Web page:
Now, when I say no one is irreplaceable, I hope you realize I am not talking about the glorified Jesus. No one can replace God Almighty. Seated at the right hand of God, Jesus rules all things by his power for the sake of you and me, the Church, all believers everywhere. No one else can take up that job, nor does anyone have to. Jesus lives and rules eternally. All his decrees are perfect.
And, while Jesus lived on earth, there were areas where, according to his human nature, he was irreplaceable. No one could lead the perfect life. “All have sinned and fall short of the glory of God,” the Bible says. But it also says of Jesus, “He was tempted in every way, just as we are, yet was without sin.” That’s why Jesus, Jesus, only Jesus is our righteousness before God. The holiness of Jesus is credited to our account. And in this other area Jesus is irreplaceable. He died on the cross for us. “No one can die for another, the ransom for a life is costly, no payment is ever enough,” the Bible says. Yet John the Baptist correctly introduced Jesus that first day near the Jordan River, “Look, the Lamb of God who takes away the sin of the world.”
But apart from those two areas, Jesus was replaceable. He gave his disciples a job to do—preach the Good News to all creation, baptizing in the name of the Father and of the Son and of the Holy Spirit. And then he ascended into heaven. The world would not see Jesus again, not until every story had ended on the Last Day when Jesus will return. He left this world. He no longer would be the one teaching. He would not be the story teller, weaving his wonderful parables out of daily events. He would leave the Twelve to carry on the work. And they, in turn, would enlist more and more people to carry on that work. And that unbroken chain of witnesses to the life, death and resurrection of Jesus has come down to you and to me. We are the ones now facing that greatest of all tasks. We carried it out when we saw to it that our children were baptized, when we brought them to church and Sunday School and made sure they were confirmed. We carried out that greatest task when we invited friends or neighbors to come with us to church. We carried out that greatest task when we talked to a relative or coworker about matters of faith and what Jesus meant to us.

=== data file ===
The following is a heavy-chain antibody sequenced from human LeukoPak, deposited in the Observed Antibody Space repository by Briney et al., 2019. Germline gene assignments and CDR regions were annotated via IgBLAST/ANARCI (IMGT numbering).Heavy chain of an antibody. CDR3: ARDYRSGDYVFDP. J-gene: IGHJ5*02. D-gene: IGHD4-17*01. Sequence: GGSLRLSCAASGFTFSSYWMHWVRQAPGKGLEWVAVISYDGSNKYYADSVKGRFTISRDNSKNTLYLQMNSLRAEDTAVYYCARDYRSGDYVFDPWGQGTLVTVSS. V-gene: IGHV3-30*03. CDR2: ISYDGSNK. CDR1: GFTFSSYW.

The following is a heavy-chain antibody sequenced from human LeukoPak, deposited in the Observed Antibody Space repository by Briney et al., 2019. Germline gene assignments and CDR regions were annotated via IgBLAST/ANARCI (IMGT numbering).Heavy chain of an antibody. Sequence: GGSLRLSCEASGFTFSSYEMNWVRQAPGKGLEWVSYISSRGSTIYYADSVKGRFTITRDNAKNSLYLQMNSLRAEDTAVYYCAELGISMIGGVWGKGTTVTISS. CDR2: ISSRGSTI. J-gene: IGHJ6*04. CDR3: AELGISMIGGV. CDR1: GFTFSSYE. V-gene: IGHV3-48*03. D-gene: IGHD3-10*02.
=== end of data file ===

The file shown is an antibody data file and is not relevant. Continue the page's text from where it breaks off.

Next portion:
Oh, it isn’t like Jesus has gone into heaven and expects us to wing it. It is part of his plan. “When he ascended on high, he led captives in his train and gave gifts to men. It was he who gave some to be apostles, some to be prophets, some to be evangelists, and some to be pastors and teachers, to prepare God’s people for works of service, so that the body of Christ may be built up (Ephesians 4.8, 11-12).” Through Jesus’ gift of workers in the Lord’s harvest field, millions upon millions of souls have been saved. Heaven is going to be filled. The message rings out no matter who stands in the pulpit, no matter who is in front of the classroom.
Oh, and there was another thing where Jesus was replaceable. Did you ever think where in the world Peter and the other apostles found sick people to miraculously heal? Jesus must have left them behind! He didn’t cure every ill while he was on earth. There would be lots of work for the second shift to keep busy on. And there’s still lots of work of work for the 21st century in Henderson, Nevada crew to keep busy. We will be reinvigorating our phone callers in the coming days. People are still pretty isolated and may be in need. We will be redoing our usher teams. We still need at least two per service to give directions if needed and make sure late comers get what they need to participate in worship. And we can’t use the old crew of ushers, because I am not going to expose people in their 60s and 70s to those health risks. We are moving out of the lock-down phase and opening up. In part the work will be shouldered by the new generation.
There’s lots of other things we could go into, but I hope I have proven my point.
Shepherds for the Sheep
No one is expendable (9.36-37, 10.5-8).
No one is irreplaceable (35, 38-10.4).
Next week we will be saying farewell to Pastor Kolander. We are sure he will be a wonderful addition to The Springs and carry on with the tradition of fine pastoral care they experienced under Pastor Hilmer. We are equally sure the congregation here at Green Valley Evangelical Lutheran Church will continue to receive superb pastoral care and be given opportunities to grow in faith through service. Jesus planned it that way, that there would always be shepherds for his sheep.